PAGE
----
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14

Tim basically has answered your question but I think this deserves larger type: Your amp is trying to kill you!!! Stop using it and get it replaced or repaired This kind of problem is most common in older amps that have tube output stages. A tube output design for a guitar amp almost always requires an output transformer. The way the transformer is wired, ...


13

There are mainly three factors to this: Powerful speakers need (or at least used to need) heavy magnets. Lightweight cabinets tend to be less “acoustically stable” than heavy ones. And more easily damaged when handled roughly. 50 Hz transformers need a lot of windings around fat iron cores. (Plus, tube amps also need output transformers. And, ...


8

I haven't found any comments on this question online from someone who actually knows a lot about amplifier design. I also have not been able to find any horror stories such as "I did this once and destroyed my amp/speaker", which I would expect to find if it were actually an issue. I have found many mentions of professional bass players using guitar amps and ...


7

Would having the delay after the cab sim ruin it? No Would it sound different if the delay was in the effects loop? It depends. It depends on what kind of delay you are using and how it is changing the audio besides the actual delay portion. The power amp and speaker (or cab sim) in a guitar amp are kinda like an effect, sort of like a fixed EQ and ...


7

In a lot of mixes, it's normal and even intentional for the acoustic guitar(s) to get hidden behind the electric guitars and other instruments during the loud parts. If you listen to the Led Zeppelin songs that have both acoustic and electric guitars, it can sound like the acoustic track is muted during the "loud" parts, but it's usually actually sitting ...


6

It won't cause damage. The main consequence of using electric guitar effects with an acoustic amp is the sound will be different. An amp for an electric guitar actually changes the sound a lot, both the sound of the pedals and of the guitar. An acoustic amp is more meant to be like a mini PA that cleanly reproduces the sound. Distortion pedals might sound ...


5

For Acoustic Guitar You probably can do a reasonable job using a keyboard amp with an acoustic guitar. You may need a pre-amp pedal (or similar) to boost the signal from your guitar in order to use it with a keyboard amp, and you may want to adjust the equalization when switching between guitar and keys, but other than that, acoustic guitars often sound ...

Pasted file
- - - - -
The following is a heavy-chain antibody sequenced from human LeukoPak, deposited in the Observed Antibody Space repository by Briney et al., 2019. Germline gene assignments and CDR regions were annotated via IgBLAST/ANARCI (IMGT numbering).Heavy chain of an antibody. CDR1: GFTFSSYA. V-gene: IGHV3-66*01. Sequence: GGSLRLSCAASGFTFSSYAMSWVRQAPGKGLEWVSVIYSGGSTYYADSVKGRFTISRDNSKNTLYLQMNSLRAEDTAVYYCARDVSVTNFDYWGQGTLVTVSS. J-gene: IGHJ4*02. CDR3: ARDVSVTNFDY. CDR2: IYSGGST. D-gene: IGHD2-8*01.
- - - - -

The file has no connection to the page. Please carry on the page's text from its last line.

5

I also play a Taylor Acoustic (614CE) in a band with electric guitar and electric bass and drums. I also play in an acoustic duo and play at open mics with other musicians with all sorts of instrumentation in the impromptu bands we form, and I play solo acoustic. So I would like to share what I have learned from personal experience. The most important ...


4

From personal experience as well as working with well respected engineers, guitar amps make noises. A lot of time this has to do with the type of amp and setup that you are going for. Sure, you can get a fairly clean sound out of certain amps/guitars but if you're playing a rock setup, your amp will be making some noise. This is only really an issue if ...


4

A valve and a tube are the same thing -- "tube" was originally more common in American English, while "valve" was more common in England. A "vacuum tube" is any one of a number of types of electronic component based around an arrangement of electrodes inside a sealed glass unit, from which all the air has been removed. The kind of tube used in amplification ...


4

There are two easy formulas for calculating impedance. When your speakers are connected in series, you can simply sum the impedances; Ztotal = Z1+Z2+...+Zn. with Z the impedance. When your speakers are connected in parallel, the equation gets slightly more difficult: Ztotal = 1 / ( 1/Z1 + 1/Z2 + ... + 1/Zn ). For two 8-ohm speakers, this indeed becomes ...


4

Basically, yes. An amp is an essential part of a guitar's sound, tends to be overdriven somewhat (or has circuitry simulating the kind of overdrive a tube amp would show), has a single speaker with rather stiff fastenings and specific sound color covering a range up to something like 8kHz, no tweeters which would give overdrive a rather unpleasant color as ...


4

Absolutely - use a smaller amp and mic it up. Check out pretty much any rock band these days. Sure, some will use the classic Wall of Marshalls (with one or 2 mic'ed up) at big venues, but the majority now use relatively small amps - often between 50 and 150 watts, and have these mic'ed into the PA desk. This makes it very easy to define your on-stage ...


4

As long as the speaker's power rating is > 15W (which is the amp's maximum power) you don't need to worry too much. The main question is if it's really worth to replace the built-in speaker, which - I heard - is actually not bad at all. The only problem is its relatively small size, but due to the combo's size it will be hard to replace it with a much bigger ...


4

You will find that a lot of guitarists actually use amp settings that are mostly clean, and get their sounds from their pedals. For instance, Matt Bellamy from Muse uses a lot of effects, including the ZVex Fuzz Factory. He has at least one custom guitar with a Fuzz Factory built into the guitar (he used it for Plug-in Baby). Here are some points to ...